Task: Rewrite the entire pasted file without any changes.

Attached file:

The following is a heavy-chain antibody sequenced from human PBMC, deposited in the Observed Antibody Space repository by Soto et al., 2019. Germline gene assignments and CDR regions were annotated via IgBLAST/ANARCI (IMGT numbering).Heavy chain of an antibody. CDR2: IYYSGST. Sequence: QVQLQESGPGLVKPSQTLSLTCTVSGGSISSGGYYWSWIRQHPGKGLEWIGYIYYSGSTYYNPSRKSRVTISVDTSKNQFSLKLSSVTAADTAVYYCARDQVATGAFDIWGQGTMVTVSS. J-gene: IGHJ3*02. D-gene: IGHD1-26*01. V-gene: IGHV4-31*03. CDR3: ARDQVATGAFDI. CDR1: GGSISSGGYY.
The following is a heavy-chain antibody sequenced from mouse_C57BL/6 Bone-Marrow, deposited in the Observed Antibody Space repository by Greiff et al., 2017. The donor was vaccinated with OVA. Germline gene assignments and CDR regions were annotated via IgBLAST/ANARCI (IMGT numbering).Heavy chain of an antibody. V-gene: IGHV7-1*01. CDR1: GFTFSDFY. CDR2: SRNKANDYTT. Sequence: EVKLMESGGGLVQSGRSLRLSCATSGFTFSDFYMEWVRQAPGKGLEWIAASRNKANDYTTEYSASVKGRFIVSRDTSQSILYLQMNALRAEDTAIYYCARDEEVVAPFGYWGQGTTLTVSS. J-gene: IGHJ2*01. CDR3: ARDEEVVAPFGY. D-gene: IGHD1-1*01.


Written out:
The following is a heavy-chain antibody sequenced from human PBMC, deposited in the Observed Antibody Space repository by Soto et al., 2019. Germline gene assignments and CDR regions were annotated via IgBLAST/ANARCI (IMGT numbering).Heavy chain of an antibody. CDR2: IYYSGST. Sequence: QVQLQESGPGLVKPSQTLSLTCTVSGGSISSGGYYWSWIRQHPGKGLEWIGYIYYSGSTYYNPSRKSRVTISVDTSKNQFSLKLSSVTAADTAVYYCARDQVATGAFDIWGQGTMVTVSS. J-gene: IGHJ3*02. D-gene: IGHD1-26*01. V-gene: IGHV4-31*03. CDR3: ARDQVATGAFDI. CDR1: GGSISSGGYY.
The following is a heavy-chain antibody sequenced from mouse_C57BL/6 Bone-Marrow, deposited in the Observed Antibody Space repository by Greiff et al., 2017. The donor was vaccinated with OVA. Germline gene assignments and CDR regions were annotated via IgBLAST/ANARCI (IMGT numbering).Heavy chain of an antibody. V-gene: IGHV7-1*01. CDR1: GFTFSDFY. CDR2: SRNKANDYTT. Sequence: EVKLMESGGGLVQSGRSLRLSCATSGFTFSDFYMEWVRQAPGKGLEWIAASRNKANDYTTEYSASVKGRFIVSRDTSQSILYLQMNALRAEDTAIYYCARDEEVVAPFGYWGQGTTLTVSS. J-gene: IGHJ2*01. CDR3: ARDEEVVAPFGY. D-gene: IGHD1-1*01.